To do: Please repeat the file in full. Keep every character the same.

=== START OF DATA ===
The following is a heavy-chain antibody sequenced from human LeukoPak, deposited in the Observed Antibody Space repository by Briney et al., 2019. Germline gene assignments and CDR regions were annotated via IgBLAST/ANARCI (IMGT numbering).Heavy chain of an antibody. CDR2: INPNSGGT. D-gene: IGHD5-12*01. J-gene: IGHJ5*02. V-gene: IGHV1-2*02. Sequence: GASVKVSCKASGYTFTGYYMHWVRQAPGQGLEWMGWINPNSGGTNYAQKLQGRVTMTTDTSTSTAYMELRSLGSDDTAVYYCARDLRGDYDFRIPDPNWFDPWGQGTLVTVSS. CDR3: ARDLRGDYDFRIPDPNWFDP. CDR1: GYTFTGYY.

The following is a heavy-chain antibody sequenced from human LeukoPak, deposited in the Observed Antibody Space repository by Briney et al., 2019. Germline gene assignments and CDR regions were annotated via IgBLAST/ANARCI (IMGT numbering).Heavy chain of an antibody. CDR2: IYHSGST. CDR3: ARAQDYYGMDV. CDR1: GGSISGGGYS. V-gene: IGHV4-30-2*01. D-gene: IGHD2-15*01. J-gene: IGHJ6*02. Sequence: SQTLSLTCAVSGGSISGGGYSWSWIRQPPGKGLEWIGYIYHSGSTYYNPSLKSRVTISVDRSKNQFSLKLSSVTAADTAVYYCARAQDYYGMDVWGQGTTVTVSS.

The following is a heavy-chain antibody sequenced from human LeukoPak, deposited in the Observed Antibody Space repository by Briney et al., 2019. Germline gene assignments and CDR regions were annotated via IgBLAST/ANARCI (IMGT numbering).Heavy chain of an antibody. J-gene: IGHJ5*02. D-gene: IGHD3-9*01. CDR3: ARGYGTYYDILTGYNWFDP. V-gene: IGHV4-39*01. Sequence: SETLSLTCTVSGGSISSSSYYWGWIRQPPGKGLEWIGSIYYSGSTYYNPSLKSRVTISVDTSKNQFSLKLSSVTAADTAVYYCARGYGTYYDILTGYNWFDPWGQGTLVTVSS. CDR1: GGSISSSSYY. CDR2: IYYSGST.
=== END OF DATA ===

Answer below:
The following is a heavy-chain antibody sequenced from human LeukoPak, deposited in the Observed Antibody Space repository by Briney et al., 2019. Germline gene assignments and CDR regions were annotated via IgBLAST/ANARCI (IMGT numbering).Heavy chain of an antibody. CDR2: INPNSGGT. D-gene: IGHD5-12*01. J-gene: IGHJ5*02. V-gene: IGHV1-2*02. Sequence: GASVKVSCKASGYTFTGYYMHWVRQAPGQGLEWMGWINPNSGGTNYAQKLQGRVTMTTDTSTSTAYMELRSLGSDDTAVYYCARDLRGDYDFRIPDPNWFDPWGQGTLVTVSS. CDR3: ARDLRGDYDFRIPDPNWFDP. CDR1: GYTFTGYY.

The following is a heavy-chain antibody sequenced from human LeukoPak, deposited in the Observed Antibody Space repository by Briney et al., 2019. Germline gene assignments and CDR regions were annotated via IgBLAST/ANARCI (IMGT numbering).Heavy chain of an antibody. CDR2: IYHSGST. CDR3: ARAQDYYGMDV. CDR1: GGSISGGGYS. V-gene: IGHV4-30-2*01. D-gene: IGHD2-15*01. J-gene: IGHJ6*02. Sequence: SQTLSLTCAVSGGSISGGGYSWSWIRQPPGKGLEWIGYIYHSGSTYYNPSLKSRVTISVDRSKNQFSLKLSSVTAADTAVYYCARAQDYYGMDVWGQGTTVTVSS.

The following is a heavy-chain antibody sequenced from human LeukoPak, deposited in the Observed Antibody Space repository by Briney et al., 2019. Germline gene assignments and CDR regions were annotated via IgBLAST/ANARCI (IMGT numbering).Heavy chain of an antibody. J-gene: IGHJ5*02. D-gene: IGHD3-9*01. CDR3: ARGYGTYYDILTGYNWFDP. V-gene: IGHV4-39*01. Sequence: SETLSLTCTVSGGSISSSSYYWGWIRQPPGKGLEWIGSIYYSGSTYYNPSLKSRVTISVDTSKNQFSLKLSSVTAADTAVYYCARGYGTYYDILTGYNWFDPWGQGTLVTVSS. CDR1: GGSISSSSYY. CDR2: IYYSGST.